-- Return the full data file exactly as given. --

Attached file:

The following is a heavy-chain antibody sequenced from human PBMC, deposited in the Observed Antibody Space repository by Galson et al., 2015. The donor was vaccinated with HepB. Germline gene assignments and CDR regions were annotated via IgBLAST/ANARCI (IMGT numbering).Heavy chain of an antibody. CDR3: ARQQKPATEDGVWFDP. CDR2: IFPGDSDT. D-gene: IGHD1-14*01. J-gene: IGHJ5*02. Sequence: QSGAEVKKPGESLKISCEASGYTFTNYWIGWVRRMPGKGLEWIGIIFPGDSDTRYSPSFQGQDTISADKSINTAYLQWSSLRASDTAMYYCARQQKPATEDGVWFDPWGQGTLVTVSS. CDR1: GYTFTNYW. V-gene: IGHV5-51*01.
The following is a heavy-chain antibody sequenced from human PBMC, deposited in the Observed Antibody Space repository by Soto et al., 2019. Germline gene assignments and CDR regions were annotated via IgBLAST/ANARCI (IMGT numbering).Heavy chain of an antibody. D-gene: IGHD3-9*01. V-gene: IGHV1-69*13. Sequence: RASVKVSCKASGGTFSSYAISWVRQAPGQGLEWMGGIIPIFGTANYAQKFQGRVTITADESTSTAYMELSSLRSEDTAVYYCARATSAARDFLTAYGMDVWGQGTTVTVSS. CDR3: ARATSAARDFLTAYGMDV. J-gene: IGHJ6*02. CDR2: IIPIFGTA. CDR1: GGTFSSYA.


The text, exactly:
The following is a heavy-chain antibody sequenced from human PBMC, deposited in the Observed Antibody Space repository by Galson et al., 2015. The donor was vaccinated with HepB. Germline gene assignments and CDR regions were annotated via IgBLAST/ANARCI (IMGT numbering).Heavy chain of an antibody. CDR3: ARQQKPATEDGVWFDP. CDR2: IFPGDSDT. D-gene: IGHD1-14*01. J-gene: IGHJ5*02. Sequence: QSGAEVKKPGESLKISCEASGYTFTNYWIGWVRRMPGKGLEWIGIIFPGDSDTRYSPSFQGQDTISADKSINTAYLQWSSLRASDTAMYYCARQQKPATEDGVWFDPWGQGTLVTVSS. CDR1: GYTFTNYW. V-gene: IGHV5-51*01.
The following is a heavy-chain antibody sequenced from human PBMC, deposited in the Observed Antibody Space repository by Soto et al., 2019. Germline gene assignments and CDR regions were annotated via IgBLAST/ANARCI (IMGT numbering).Heavy chain of an antibody. D-gene: IGHD3-9*01. V-gene: IGHV1-69*13. Sequence: RASVKVSCKASGGTFSSYAISWVRQAPGQGLEWMGGIIPIFGTANYAQKFQGRVTITADESTSTAYMELSSLRSEDTAVYYCARATSAARDFLTAYGMDVWGQGTTVTVSS. CDR3: ARATSAARDFLTAYGMDV. J-gene: IGHJ6*02. CDR2: IIPIFGTA. CDR1: GGTFSSYA.